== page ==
A hidden extra for landlords : YOUR MONEY

Tenants should look out for excessive charges on building insurance, says Paul Gosling

Paul Gosling
Sunday 26 February 1995 00:02

THOUSANDS of leaseholders may be paying twice as much as they should for building insurance because of sharp practice by landlords.

The law allows freeholders to re-charge building insurance premiums for blocks of flats to leaseholders in the service charges. Many landlords, however, take advantage of this either by overcharging against the premiums they pay, or by contracting with high-premium insurers in return for extra commission.

"Some freeholders obtain the best possible deal on insurance, but charge leaseholders double that to make more money," says Steve Turner, superintendent of household policies at Sun Alliance. "If freeholders are giving false information we would prefer not to do business with them.

"Commission can be available to freeholders, and there is an element of the higher the premium, the higher the commission. We would not want to deal with a freeholder who asked for a higher premium."

Freeholders may also inflate the insurance re-charge to hide excessive service costs . In two recent cases where leaseholders complained to Sun Alliance, the building insurance re-charge turned out to include other service costs, such as gardening fees. The company advised the leaseholders on what the premiums should be, enabling them to negotiate the other charges.

"Commission from insurance companies is a substantial source of income for landlords," reports Peter Ward, a property partner with the solicitors, Trowers & Hamlins, and co-author of a book about leaseholders' rights.

James Crane, manager of the housing advice centre at Hounslow, Middlesex, says insurance overcharging is just one of many problems on service charges in blocks of flats. "Up to 50 per cent of the service charge may be in dispute," he says. "If leaseholders are in dispute we advise them always to pay the ground rent. They should work out the amount they are in dispute over, and pay the rest. Put the problem clearly in writing to the freeholder, keep a copy, and send it by recorded delivery."

Mr Crane advises leaseholders to keep their building society informed of any problem - otherwise the landlord may apply to the society for payment of arrears. "Building societies then whack off a cheque, and charge the person, whether the charge is reasonable or not."

It is also common, says Mr Crane, for leaseholders to be overcharged on building works, which can be of poor quality. Leaseholders are often unsure whether they can refuse to have work done or refuse to pay for expensive or bad work.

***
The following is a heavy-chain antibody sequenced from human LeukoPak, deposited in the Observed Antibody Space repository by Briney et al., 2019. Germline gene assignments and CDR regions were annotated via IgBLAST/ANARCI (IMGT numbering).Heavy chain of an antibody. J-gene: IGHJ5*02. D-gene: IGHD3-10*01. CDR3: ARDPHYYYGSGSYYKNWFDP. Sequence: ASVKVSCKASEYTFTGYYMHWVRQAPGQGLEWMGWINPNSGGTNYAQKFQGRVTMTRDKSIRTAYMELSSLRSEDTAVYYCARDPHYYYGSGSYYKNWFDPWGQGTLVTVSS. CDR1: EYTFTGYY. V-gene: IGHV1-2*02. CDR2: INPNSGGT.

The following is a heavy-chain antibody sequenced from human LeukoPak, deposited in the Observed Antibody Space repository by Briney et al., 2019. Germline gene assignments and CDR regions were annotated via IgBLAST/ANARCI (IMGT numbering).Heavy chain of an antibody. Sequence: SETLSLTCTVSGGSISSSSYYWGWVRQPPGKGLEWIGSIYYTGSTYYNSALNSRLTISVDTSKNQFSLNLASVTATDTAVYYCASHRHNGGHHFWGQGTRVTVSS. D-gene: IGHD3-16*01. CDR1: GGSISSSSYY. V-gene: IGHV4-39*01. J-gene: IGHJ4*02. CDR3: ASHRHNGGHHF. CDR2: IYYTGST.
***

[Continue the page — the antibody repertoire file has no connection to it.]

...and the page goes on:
A freeholder may make only "reasonable" service charges to a leaseholder. "But what you or I or the people living there consider reasonable is not the same as what the court considers reasonable," Mr Crane says. "The court sees it as a business."

Mr Ward emphasises that leaseholders have the right to question the freeholder's choice of insurer and obtain information on the policy, including copying receipts for amounts paid. If the leaseholder is required to pay premiums direct to the insurer a county court order may be obtained requiring the landlord to change insurers.

If two-thirds of leaseholders agree, they can obtain a management audit of the landlord's accounts, which must be carried out by a qualified accountant or surveyor. The audit can check the accounts to establish whether service charges have been correctly calculated.

"It is worth doing as you may pick up items about which the landlord should have consulted you," Mr Crane says.

Jerry Fox, of the property managers Fineman Lever, warns leaseholders to look at value for money rather than just cost: "Insurance is a difficult area because sometimes it is hard to quantify what you are paying for. You can always judge by premiums, but it is the payout that counts. You can test the market, but are you comparing insurers in the same category?"

Mr Fox adds that premiums on flats should now be coming down, as more insurers are entering the market after several withdrew a couple of years ago.

Rob Eaves, of the Royal Institute of Chartered Surveyors, defends the landlord and manager. "I don't believe that a landlord taking a commission should affect what is provided any more than it does with an insurance broker. Most competent professionals would shop around before buying insurance. There is no deliberate policy of overcharging tenants."

Leaseholders who think their service charge is too high, or want their agreement with their landlord checked, may be able to obtain advice from a nearby housing advice centre. Otherwise, they can go to a citizens' advice bureau.

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